Kathleen Calligan says the Better Business Bureau has received literally hundreds and hundreds of similar complaints about the Bill Heard dealership — more complaints by far than any other auto dealer in all of Middle Tennessee.

It should be noted that Bill Heard dealerships are all over the country. In fact, they were recently found guilty of price fixing in Arizona.

You can read the entire article here.

Seeing as I’m in the process now of looking for a new car — and highly considering a Chevy Malibu — this kind of information is priceless.

6 thoughts on “Never Ever Buy a Car from a Bill Heard Car Dealership

  1. Hmm, ive never ‘heard’ of ‘bill heard’

    hahaha, i made a funny….

    Breaking a contractual agreement is not against the law? I would imagine that has to have some kind of legal case somewhere.

    At the very least, tell me the man got his 8,100 back on the deal.

    Thanks for making us aware.

    Btw, Japanese/german /anywhere but american cars all the way.
    I think we know enough people who own american cars, and though while cheaper up front, are several times more costly in the end.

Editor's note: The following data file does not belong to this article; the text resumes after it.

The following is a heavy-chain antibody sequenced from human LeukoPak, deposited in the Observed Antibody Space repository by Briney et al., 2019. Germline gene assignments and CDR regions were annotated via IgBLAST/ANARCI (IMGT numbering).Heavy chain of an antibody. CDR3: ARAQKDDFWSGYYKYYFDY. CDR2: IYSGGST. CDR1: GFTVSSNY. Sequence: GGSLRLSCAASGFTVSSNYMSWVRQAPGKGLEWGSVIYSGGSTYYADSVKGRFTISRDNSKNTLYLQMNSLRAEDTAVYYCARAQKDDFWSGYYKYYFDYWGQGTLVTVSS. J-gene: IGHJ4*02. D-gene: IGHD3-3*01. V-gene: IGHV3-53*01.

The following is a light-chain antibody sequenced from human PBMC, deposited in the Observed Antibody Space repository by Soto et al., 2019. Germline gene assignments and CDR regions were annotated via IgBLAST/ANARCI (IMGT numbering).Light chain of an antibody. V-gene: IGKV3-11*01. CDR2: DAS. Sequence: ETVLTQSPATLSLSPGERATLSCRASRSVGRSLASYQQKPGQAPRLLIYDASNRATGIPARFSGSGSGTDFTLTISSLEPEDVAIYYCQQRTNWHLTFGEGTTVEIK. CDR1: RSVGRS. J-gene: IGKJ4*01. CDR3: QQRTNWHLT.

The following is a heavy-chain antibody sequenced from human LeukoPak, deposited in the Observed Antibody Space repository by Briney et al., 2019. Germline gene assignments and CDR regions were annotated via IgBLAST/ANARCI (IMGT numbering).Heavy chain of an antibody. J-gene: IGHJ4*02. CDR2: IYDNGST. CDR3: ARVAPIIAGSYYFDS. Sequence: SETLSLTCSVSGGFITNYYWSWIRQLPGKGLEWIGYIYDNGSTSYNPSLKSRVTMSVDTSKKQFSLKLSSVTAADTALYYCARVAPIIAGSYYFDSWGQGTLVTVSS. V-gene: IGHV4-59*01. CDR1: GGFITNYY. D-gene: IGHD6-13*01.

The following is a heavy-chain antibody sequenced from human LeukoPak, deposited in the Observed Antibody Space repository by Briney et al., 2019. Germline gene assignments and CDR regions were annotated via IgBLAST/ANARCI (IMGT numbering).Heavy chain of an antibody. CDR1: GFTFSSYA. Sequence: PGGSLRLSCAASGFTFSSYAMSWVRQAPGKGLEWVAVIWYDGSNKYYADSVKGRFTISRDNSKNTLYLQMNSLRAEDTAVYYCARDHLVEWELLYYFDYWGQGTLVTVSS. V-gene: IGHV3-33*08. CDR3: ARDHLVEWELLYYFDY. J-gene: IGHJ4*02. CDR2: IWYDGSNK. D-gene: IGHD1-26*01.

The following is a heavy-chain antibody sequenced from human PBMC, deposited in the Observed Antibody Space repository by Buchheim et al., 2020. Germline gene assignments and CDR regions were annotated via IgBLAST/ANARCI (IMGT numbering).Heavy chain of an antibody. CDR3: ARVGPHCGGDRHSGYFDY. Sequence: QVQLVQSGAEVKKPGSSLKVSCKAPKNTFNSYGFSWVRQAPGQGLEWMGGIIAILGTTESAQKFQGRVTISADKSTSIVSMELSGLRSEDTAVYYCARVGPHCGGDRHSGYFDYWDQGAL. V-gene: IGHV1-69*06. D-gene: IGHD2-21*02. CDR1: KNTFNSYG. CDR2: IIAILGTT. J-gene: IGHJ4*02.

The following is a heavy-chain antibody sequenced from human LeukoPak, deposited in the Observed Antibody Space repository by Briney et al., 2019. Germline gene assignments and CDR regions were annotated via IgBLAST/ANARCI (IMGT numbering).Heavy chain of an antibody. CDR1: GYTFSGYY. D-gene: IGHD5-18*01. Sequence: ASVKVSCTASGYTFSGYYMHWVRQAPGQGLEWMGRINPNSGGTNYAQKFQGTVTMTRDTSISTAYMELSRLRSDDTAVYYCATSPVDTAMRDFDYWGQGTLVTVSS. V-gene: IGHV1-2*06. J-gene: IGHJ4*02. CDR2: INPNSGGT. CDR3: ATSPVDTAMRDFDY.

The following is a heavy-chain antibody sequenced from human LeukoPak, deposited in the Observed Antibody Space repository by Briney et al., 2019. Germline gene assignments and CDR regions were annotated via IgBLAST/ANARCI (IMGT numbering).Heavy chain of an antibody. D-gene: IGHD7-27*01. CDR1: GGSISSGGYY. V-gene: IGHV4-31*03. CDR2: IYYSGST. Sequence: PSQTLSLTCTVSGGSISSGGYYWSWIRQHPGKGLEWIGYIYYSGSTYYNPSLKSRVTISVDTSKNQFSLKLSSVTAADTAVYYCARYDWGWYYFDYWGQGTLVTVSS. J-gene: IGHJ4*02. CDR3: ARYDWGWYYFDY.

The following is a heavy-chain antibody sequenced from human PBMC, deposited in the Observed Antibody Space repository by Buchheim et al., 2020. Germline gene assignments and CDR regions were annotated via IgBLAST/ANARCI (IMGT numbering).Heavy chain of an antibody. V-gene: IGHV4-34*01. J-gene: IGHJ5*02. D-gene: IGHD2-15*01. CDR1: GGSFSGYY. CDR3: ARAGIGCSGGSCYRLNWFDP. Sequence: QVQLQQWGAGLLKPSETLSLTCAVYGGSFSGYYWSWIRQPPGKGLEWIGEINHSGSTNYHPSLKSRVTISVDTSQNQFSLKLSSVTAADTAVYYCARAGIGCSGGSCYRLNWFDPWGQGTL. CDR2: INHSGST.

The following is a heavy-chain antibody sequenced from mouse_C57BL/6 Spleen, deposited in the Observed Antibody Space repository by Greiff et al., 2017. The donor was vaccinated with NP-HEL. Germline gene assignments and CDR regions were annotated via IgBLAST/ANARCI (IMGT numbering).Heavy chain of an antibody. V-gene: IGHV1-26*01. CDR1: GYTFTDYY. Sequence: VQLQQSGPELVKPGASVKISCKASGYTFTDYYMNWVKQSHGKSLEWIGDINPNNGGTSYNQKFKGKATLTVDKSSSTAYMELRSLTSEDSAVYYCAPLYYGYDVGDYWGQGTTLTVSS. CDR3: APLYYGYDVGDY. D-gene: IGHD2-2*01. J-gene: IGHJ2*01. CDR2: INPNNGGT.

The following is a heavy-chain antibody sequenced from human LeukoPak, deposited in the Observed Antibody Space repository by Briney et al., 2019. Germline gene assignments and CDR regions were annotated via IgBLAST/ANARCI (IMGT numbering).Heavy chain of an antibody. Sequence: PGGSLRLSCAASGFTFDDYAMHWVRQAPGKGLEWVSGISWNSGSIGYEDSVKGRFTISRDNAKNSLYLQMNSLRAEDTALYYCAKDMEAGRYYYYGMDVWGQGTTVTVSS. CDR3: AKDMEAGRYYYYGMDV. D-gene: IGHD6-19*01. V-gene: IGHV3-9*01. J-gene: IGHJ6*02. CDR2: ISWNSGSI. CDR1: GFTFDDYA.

2. 1) From what I’ve heard, the place voided his $8100 check, so yeah, he got his money back.

    2) It seems like a breach of contract to me. I could argue also that it’s like seeing a $.99 DVD player at Target, then calling it false advertisement when it rings up at $99, but the deal had already gone through, meaning it was checked by the accounting manager, the sales manager, and the salesman. This should have been caught way before this dude took the car home.

    3) As far as American cars are concerned, I currently have a 1987 Chevy Cavalier that runs like a champ, with which I’ve only ever had one major problem (fuel pump, same as with my Honda Civic, but a heck of alot cheaper to fix). I’ve driven the Malibu before and it’s a super comfortable car with a good amount of power under the hood. (Fuel economy leaves a bit to be desired, but it’s up there with the Camry and the Sonata for that category.) Additionally, my parents drive Chevys (Chevies?) and they’ve always driven well. It’s just a matter of taking proper care of them. (Which is why I wouldn’t trust a used American car.) If I remember correctly, your dad drives (or drove) a Ford Taurus, which is by *all* accounts a crappy car, kind of like the Ford Focus.